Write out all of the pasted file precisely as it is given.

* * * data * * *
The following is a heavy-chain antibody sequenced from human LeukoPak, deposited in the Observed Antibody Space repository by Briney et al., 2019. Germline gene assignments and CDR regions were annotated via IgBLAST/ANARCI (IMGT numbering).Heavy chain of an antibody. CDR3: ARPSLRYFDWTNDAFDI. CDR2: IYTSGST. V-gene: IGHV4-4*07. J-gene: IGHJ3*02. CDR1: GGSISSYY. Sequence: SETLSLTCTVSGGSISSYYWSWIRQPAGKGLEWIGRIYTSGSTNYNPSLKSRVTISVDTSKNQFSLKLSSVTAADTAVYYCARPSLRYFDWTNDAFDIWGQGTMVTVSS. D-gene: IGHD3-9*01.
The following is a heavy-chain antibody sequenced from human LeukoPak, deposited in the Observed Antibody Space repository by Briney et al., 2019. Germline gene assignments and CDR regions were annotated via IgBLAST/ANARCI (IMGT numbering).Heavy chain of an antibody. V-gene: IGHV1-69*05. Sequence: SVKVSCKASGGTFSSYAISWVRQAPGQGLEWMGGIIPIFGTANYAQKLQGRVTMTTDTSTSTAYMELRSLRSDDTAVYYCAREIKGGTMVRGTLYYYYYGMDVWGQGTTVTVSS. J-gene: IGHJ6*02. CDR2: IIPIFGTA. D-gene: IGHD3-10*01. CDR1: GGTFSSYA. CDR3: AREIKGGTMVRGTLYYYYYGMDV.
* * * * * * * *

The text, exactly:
The following is a heavy-chain antibody sequenced from human LeukoPak, deposited in the Observed Antibody Space repository by Briney et al., 2019. Germline gene assignments and CDR regions were annotated via IgBLAST/ANARCI (IMGT numbering).Heavy chain of an antibody. CDR3: ARPSLRYFDWTNDAFDI. CDR2: IYTSGST. V-gene: IGHV4-4*07. J-gene: IGHJ3*02. CDR1: GGSISSYY. Sequence: SETLSLTCTVSGGSISSYYWSWIRQPAGKGLEWIGRIYTSGSTNYNPSLKSRVTISVDTSKNQFSLKLSSVTAADTAVYYCARPSLRYFDWTNDAFDIWGQGTMVTVSS. D-gene: IGHD3-9*01.
The following is a heavy-chain antibody sequenced from human LeukoPak, deposited in the Observed Antibody Space repository by Briney et al., 2019. Germline gene assignments and CDR regions were annotated via IgBLAST/ANARCI (IMGT numbering).Heavy chain of an antibody. V-gene: IGHV1-69*05. Sequence: SVKVSCKASGGTFSSYAISWVRQAPGQGLEWMGGIIPIFGTANYAQKLQGRVTMTTDTSTSTAYMELRSLRSDDTAVYYCAREIKGGTMVRGTLYYYYYGMDVWGQGTTVTVSS. J-gene: IGHJ6*02. CDR2: IIPIFGTA. D-gene: IGHD3-10*01. CDR1: GGTFSSYA. CDR3: AREIKGGTMVRGTLYYYYYGMDV.